866
Appendix IL
The advantage of the alteration is self-evident, being largely
due to the fact that with electric driving the principal losses
vary with the load, and are not constant as with shafting.
P. 504. Velocity-ratio in Hooke's Joint.—Given a
universal or Hooke's joint, its construction is essentially that of
two forks pivoted to a cross, as in Fig. 829. Now let circle
PTQ shew plane of motion of P and Q, while PRQ (an ellipse
in elevation, but really a circle) indicates that of s and R. Let
p move to P! while R moves to Ra; then angles P o Pa and R o Ra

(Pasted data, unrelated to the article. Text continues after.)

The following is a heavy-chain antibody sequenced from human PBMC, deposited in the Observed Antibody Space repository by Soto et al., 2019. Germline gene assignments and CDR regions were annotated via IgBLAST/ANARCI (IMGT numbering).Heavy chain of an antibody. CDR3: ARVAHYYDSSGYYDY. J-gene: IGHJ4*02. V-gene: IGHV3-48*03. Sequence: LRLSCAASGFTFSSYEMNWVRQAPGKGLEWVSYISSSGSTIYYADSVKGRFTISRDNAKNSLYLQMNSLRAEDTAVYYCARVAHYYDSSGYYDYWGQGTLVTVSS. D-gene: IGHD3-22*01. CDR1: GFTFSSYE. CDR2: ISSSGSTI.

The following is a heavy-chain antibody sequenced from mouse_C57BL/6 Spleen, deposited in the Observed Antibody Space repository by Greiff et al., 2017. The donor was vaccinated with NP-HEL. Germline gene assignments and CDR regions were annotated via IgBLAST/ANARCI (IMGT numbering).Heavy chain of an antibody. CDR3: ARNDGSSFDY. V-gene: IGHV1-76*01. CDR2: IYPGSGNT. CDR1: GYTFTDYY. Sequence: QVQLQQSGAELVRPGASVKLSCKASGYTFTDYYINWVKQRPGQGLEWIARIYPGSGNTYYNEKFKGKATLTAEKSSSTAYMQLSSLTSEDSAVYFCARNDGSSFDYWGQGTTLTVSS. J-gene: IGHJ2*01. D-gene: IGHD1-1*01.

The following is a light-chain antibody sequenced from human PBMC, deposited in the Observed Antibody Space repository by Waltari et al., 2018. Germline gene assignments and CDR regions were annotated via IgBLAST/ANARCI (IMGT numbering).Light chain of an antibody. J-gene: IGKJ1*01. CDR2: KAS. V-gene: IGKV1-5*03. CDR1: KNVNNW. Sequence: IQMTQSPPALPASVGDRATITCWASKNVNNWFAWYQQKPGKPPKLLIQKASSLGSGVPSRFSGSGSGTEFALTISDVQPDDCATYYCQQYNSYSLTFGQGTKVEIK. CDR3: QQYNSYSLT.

are equal, the latter being that apparent in elevation and not
the real one on plane s R. Draw Ra R2 || R T, and join o R2.
TOR2 is the real angular motion of R, while that of P is POPr
Calling p's velocity v, and R'S velocity ^:
£>! TR2 RRj Or
When P arrives at T, and R at Q, the velocity relations are
exactly reversed, for the fork positions have simply interchanged.
Join R Q and draw T w || R Q, thus making o R : O T : : o Q : o w ;
and complete the quarter ellipse R w. Then the, radii vector o P